UnAustralian Ken Miles has a reflexive whinge about an article in yesterday’s Australian newspaper by noted geologist Professor Ian Plimer. Why? Well, I can’t be sure because I didn’t buy yesterday’s Oz, and the article isn’t online (at least not for free). But it’s a fair bet that Plimer’s article was a spin-off from a paper he presented at a Climate Change Conference sponsored by the Institute of Public Affairs earlier this year.
Of course, the identity of the sponsor will have already induced most leftie readers to close their minds and conclusively assume that Plimer must be one of those ratbag fringe scientists they can safely ignore. Their worst fears would be confirmed if they bothered to read the paper, which does indeed challenge the Henny Penny dogmatic views on global warming of bloggers like Ken Miles. For those with open minds on the issue, however, Plimer’s paper contains a wealth of fascinating information and a valuable perspective on climate change over geological time. Here’s a substantial extract:
The northern polar ice sheet started to melt 14,700 years ago. There were very rapid and major temperature fluctuations, sea level rose and fell and the total sea level rise over the last 14,700 years has been at least 130 metres. Land masses previously covered with ice started to rise. For example, Scandinavia is still rising and has risen more than 340 metres over the last 14,700 years. As a counterbalance, the Netherlands, south eastern England, Schleswig-Holstein and Denmark are sinking. The breaching of dams of melt waters filled the oceans with cold surface waters 12,000-11,000 and 8,500-8,000 years ago resulting in changed climates, an increase in sea level and changes to ocean currents. After these intensely cool periods, temperatures rose by 5-10 °C in the space of a few decades. Sea level rise resulted in the breaching of the Mediterranean into the Black Sea Basin some 7,600 years ago and is probably the origin of the Sumarian, Babylonian and biblical stories of a great flood.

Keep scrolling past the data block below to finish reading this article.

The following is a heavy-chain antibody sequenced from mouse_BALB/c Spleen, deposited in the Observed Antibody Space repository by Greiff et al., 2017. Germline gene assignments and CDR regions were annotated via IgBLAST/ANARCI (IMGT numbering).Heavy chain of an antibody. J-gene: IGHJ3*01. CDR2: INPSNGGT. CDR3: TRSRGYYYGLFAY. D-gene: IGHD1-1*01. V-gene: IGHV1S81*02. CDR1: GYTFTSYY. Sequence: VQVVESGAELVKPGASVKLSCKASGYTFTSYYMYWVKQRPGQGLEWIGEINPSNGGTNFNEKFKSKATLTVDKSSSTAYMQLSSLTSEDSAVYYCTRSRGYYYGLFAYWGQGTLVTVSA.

One of the consequences of a massive sea level rise over the last 14,700 years is that the West Antarctic Ice Sheet was no longer unpinned by the land. Two thirds of the West Antarctic Ice Sheet collapsed into the oceans and sea level rose 12 metres. The final third of the West Antarctic Ice Sheet has yet to collapse to produce a 6 metre sea level rise as part of the dynamic post-glacial climate on Earth. Climate changes induced by changes in ocean currents cooled North Africa, grasslands changed to a desert, humans migrated and the great Mesopotamian cities were established.